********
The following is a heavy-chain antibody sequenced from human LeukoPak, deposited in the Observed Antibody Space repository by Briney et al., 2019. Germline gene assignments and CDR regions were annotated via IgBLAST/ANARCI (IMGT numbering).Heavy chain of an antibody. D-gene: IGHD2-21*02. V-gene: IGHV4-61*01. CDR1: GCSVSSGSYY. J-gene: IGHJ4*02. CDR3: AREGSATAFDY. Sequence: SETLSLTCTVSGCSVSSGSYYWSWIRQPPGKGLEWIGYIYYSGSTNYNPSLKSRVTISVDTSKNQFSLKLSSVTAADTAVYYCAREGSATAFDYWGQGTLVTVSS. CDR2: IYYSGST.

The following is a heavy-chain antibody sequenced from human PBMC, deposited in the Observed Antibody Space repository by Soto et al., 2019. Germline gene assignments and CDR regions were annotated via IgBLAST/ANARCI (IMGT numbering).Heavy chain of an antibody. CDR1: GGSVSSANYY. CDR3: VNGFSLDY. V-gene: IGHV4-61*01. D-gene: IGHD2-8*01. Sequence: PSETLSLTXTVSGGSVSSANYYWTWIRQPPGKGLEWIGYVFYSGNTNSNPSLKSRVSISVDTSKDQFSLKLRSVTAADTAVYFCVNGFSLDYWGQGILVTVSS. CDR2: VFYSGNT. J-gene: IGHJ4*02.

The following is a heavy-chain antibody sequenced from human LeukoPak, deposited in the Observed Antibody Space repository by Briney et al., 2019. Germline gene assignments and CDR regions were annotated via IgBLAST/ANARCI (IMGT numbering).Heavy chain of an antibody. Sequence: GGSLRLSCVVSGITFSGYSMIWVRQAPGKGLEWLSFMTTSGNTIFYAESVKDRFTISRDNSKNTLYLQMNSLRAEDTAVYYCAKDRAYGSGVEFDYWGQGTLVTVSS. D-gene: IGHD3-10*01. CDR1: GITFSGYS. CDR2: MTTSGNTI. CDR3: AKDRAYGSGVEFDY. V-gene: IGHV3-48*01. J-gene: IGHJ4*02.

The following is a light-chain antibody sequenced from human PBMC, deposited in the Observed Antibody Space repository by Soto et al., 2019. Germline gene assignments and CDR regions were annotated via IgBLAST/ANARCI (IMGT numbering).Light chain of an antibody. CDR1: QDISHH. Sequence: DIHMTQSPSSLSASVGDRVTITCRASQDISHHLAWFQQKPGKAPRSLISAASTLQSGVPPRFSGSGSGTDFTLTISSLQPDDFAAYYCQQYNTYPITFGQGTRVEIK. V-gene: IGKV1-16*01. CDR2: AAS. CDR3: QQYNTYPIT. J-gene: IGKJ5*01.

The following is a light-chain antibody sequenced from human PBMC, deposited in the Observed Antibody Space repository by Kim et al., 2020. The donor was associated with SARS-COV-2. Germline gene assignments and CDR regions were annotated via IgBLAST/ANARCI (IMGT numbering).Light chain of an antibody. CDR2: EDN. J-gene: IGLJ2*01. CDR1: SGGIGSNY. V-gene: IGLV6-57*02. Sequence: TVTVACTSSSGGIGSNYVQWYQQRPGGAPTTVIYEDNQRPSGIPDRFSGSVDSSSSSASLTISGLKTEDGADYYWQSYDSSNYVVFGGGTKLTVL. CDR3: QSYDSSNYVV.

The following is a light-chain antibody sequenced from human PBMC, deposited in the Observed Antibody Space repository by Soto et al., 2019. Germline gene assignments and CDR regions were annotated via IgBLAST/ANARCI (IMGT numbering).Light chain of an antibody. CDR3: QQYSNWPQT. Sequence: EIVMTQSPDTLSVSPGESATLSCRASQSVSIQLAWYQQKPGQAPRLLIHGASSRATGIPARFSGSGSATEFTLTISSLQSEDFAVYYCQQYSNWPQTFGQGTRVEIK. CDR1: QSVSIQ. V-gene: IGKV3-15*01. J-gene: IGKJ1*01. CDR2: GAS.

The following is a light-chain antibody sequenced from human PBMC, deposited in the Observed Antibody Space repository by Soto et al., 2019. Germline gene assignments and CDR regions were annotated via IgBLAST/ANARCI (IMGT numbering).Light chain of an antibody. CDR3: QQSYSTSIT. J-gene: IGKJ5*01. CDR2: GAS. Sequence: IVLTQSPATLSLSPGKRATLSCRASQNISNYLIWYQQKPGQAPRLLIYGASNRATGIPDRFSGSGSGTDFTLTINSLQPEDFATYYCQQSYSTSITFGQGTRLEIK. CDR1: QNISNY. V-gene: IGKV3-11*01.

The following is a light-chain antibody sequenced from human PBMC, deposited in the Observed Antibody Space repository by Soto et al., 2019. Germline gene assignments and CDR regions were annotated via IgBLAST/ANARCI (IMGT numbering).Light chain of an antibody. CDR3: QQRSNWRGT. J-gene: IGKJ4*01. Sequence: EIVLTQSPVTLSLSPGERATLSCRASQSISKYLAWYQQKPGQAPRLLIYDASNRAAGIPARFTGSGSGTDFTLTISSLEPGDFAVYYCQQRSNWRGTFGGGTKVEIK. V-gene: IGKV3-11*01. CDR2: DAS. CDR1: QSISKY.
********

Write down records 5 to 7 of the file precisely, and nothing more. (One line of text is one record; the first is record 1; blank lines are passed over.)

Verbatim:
The following is a light-chain antibody sequenced from human PBMC, deposited in the Observed Antibody Space repository by Kim et al., 2020. The donor was associated with SARS-COV-2. Germline gene assignments and CDR regions were annotated via IgBLAST/ANARCI (IMGT numbering).Light chain of an antibody. CDR2: EDN. J-gene: IGLJ2*01. CDR1: SGGIGSNY. V-gene: IGLV6-57*02. Sequence: TVTVACTSSSGGIGSNYVQWYQQRPGGAPTTVIYEDNQRPSGIPDRFSGSVDSSSSSASLTISGLKTEDGADYYWQSYDSSNYVVFGGGTKLTVL. CDR3: QSYDSSNYVV.

The following is a light-chain antibody sequenced from human PBMC, deposited in the Observed Antibody Space repository by Soto et al., 2019. Germline gene assignments and CDR regions were annotated via IgBLAST/ANARCI (IMGT numbering).Light chain of an antibody. CDR3: QQYSNWPQT. Sequence: EIVMTQSPDTLSVSPGESATLSCRASQSVSIQLAWYQQKPGQAPRLLIHGASSRATGIPARFSGSGSATEFTLTISSLQSEDFAVYYCQQYSNWPQTFGQGTRVEIK. CDR1: QSVSIQ. V-gene: IGKV3-15*01. J-gene: IGKJ1*01. CDR2: GAS.

The following is a light-chain antibody sequenced from human PBMC, deposited in the Observed Antibody Space repository by Soto et al., 2019. Germline gene assignments and CDR regions were annotated via IgBLAST/ANARCI (IMGT numbering).Light chain of an antibody. CDR3: QQSYSTSIT. J-gene: IGKJ5*01. CDR2: GAS. Sequence: IVLTQSPATLSLSPGKRATLSCRASQNISNYLIWYQQKPGQAPRLLIYGASNRATGIPDRFSGSGSGTDFTLTINSLQPEDFATYYCQQSYSTSITFGQGTRLEIK. CDR1: QNISNY. V-gene: IGKV3-11*01.